Michael Madden, the Maryland Transit Administration’s manager on the Purple Line study, said he expects local business owners and residents will be pleased to hear of the changes, which MTA officials plan to explain in more detail at a community meeting Thursday. Six of the nine commercial buildings initially slated to be torn down, including a church and bowling alley, would now be spared, Madden said.
“We think this will address the concerns of the community,” Madden said.
A proposed 16-mile Purple Line is designed to connect Bethesda and New Carrollton. State officials say it would provide better east-west transit than buses stuck in traffic and help rejuvenate older communities inside the Capital Beltway, particularly those such as the Riverdale area in Prince George’s County.
The $1.93 billion project has no construction funding, but state planners recently began more detailed engineering. Construction would begin in 2015 with the line opening in 2020, at the earliest.
Planners have said that attracting enough riders to make the line competitive for federal construction money requires threading the two tracks through densely populated areas. However, because almost all of the line is above ground, that would require the state to buy and condemn hundreds of parcels along the route.
Riverdale Park Mayor Vernon Archer said the town would welcome better transit, but he and others have been concerned about the potential impacts along Kenilworth Avenue.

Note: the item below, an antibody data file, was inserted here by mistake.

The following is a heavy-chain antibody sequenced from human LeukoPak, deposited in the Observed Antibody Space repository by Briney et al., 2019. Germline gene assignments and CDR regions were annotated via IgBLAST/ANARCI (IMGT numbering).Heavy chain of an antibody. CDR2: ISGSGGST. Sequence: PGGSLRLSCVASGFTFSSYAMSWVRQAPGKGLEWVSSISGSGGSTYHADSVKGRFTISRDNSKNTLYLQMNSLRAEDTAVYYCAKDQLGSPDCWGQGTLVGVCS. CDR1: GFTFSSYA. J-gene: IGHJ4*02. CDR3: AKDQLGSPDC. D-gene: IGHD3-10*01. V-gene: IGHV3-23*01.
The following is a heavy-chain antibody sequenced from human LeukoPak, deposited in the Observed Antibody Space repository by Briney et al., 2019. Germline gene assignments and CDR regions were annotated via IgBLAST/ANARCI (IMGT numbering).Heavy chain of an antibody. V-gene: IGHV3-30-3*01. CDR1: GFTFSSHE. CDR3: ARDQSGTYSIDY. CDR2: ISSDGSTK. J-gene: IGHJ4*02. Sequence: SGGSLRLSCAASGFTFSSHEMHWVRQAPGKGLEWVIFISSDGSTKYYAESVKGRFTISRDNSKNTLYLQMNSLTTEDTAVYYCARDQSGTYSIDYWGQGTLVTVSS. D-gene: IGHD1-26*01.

“We don’t want to damage a part of our town with fairly thriving businesses,” Archer said. “It’s part of our community.”
Previous plans called for running trains along the western edge of Kenilworth. Running them down the median would add 30 seconds of travel time for the trains because they would have to cross southbound Kenilworth traffic when they travel between Kenwilworth and River Road on their way to and from College Park.
The trains would continue to run on an elevated structure over the intersection of Kenilworth and Riverdale Road to avoid traffic congestion, Madden said. However, running trains down the median would allow that structure to be shorter, he said. That would allow Quintana Street west of Kenilworth to remain open. The street previously would have been cut off by a retaining wall that is no longer needed, he said.
Thursday’s meeting is scheduled for 7 p.m. at the Riverdale Park Town Hall, 5008 Queensbury Rd.